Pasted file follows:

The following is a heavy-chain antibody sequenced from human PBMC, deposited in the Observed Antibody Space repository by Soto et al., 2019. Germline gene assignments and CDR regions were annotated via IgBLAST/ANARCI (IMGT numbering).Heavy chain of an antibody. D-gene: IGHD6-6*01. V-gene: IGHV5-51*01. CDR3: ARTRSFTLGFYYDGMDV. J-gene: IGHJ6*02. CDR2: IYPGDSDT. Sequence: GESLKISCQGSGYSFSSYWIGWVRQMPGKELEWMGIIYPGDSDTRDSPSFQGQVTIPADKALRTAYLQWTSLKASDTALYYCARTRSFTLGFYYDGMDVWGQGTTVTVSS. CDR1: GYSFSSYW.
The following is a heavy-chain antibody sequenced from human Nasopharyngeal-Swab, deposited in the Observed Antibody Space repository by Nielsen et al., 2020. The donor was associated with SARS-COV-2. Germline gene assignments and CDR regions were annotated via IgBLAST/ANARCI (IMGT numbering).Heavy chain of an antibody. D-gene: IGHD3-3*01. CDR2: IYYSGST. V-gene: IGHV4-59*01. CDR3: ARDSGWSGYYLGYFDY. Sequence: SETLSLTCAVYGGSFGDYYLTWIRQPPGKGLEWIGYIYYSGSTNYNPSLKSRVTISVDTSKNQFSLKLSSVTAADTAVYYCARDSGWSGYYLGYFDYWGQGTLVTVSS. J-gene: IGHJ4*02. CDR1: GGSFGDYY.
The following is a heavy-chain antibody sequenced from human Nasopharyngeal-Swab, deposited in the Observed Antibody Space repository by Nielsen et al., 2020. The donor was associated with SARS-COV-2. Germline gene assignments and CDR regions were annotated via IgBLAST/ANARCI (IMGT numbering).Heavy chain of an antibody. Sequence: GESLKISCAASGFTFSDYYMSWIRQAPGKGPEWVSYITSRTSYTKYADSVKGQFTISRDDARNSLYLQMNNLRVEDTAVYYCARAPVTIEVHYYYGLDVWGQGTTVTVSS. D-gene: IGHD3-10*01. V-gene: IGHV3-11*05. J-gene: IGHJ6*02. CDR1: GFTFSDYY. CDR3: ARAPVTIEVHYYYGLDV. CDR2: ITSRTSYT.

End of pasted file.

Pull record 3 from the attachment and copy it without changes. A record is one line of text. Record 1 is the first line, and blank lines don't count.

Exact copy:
The following is a heavy-chain antibody sequenced from human Nasopharyngeal-Swab, deposited in the Observed Antibody Space repository by Nielsen et al., 2020. The donor was associated with SARS-COV-2. Germline gene assignments and CDR regions were annotated via IgBLAST/ANARCI (IMGT numbering).Heavy chain of an antibody. Sequence: GESLKISCAASGFTFSDYYMSWIRQAPGKGPEWVSYITSRTSYTKYADSVKGQFTISRDDARNSLYLQMNNLRVEDTAVYYCARAPVTIEVHYYYGLDVWGQGTTVTVSS. D-gene: IGHD3-10*01. V-gene: IGHV3-11*05. J-gene: IGHJ6*02. CDR1: GFTFSDYY. CDR3: ARAPVTIEVHYYYGLDV. CDR2: ITSRTSYT.